Be careful what you pray for…we’ve probably all heard that before, but I’m understanding more about the power of this prayer.
At Thanksgiving, I read an editorial in the Seattle Times that talked about being thankful as not being enough. The writer said we have to do something–another challenge to the many others I had already encountered during the past year. It all started when I read The Hole in Our Gospel by Richard Stearns, the president of World Vision. I had heard his passionate message at a Women of Faith gathering.
We have to do something about poverty and injustice in our world–not just talk about it. So I started praying the Here-I-am-Lord, send-me prayer. How can I help? What can I do?
Randy and I have been sponsoring children in Brazil for more than twenty years–but somehow, it doesn’t seem like enough.
Then one day before Thanksgiving, Kennedy Muricho, a young pastor from Kenya, introduced himself via Facebook.
“I saw your Facebook page, and I wanted to meet you,” he wrote.
I answered him, always amazed at how small our world is, how connected we are because of the Internet.
“You are an answer to my prayers, Mum,” he emailed back. And suddenly, I had an adopted “son” in Kenya. Not just a “son”, but a small village of children, too! Ken is caring for 19 orphans, ages 3-18 who have lost their parents because of AIDS. They live in a two-room building, where Ken says the conditions are “kind of congested.”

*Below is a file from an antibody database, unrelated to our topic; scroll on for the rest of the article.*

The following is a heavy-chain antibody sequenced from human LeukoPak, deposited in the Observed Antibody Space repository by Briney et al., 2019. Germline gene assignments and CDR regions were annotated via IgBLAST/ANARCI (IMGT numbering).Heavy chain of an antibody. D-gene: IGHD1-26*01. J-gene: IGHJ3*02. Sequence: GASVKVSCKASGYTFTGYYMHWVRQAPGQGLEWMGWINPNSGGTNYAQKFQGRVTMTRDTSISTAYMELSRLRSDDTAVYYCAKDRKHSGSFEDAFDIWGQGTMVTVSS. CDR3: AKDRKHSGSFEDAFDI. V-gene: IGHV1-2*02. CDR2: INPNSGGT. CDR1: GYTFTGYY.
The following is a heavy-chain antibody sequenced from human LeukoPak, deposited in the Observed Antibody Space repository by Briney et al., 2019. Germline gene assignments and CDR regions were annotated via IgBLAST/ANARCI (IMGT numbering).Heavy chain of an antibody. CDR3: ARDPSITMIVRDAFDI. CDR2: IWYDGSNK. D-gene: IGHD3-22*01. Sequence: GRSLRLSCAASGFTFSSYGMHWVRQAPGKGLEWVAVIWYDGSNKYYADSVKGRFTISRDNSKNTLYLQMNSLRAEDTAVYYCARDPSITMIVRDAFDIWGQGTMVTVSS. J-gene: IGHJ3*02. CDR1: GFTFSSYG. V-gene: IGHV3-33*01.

He sent me a picture, and now these children are real. They’re on the wall on my bulletin board at home, not just anonymous faces on cards asking for sponsors. Their pictures say more than any words could.
On some level, we all know the needs of the poor are enormous–beyond anything we can comprehend when we’ve hardly ever been wanting in our country. I can’t remember a time when I was hungry…I mean really hungry. But when we read books such as The Hole in Our Gospel, we have to ask the hard questions. What can I do, Lord? I want to–no, I must do more!
Sometimes, I feel like helping Ken and his kids is way beyond my means. I’m only one person, but I’m convinced even one person can make a difference.
Then I remember a quote the agency we’ve been supporting placed on their correspondence: To the world you might be one person, but to one person, you just might be the world.
Dear Jesus, help me be the world to Pastor Ken and his kids in Kenya!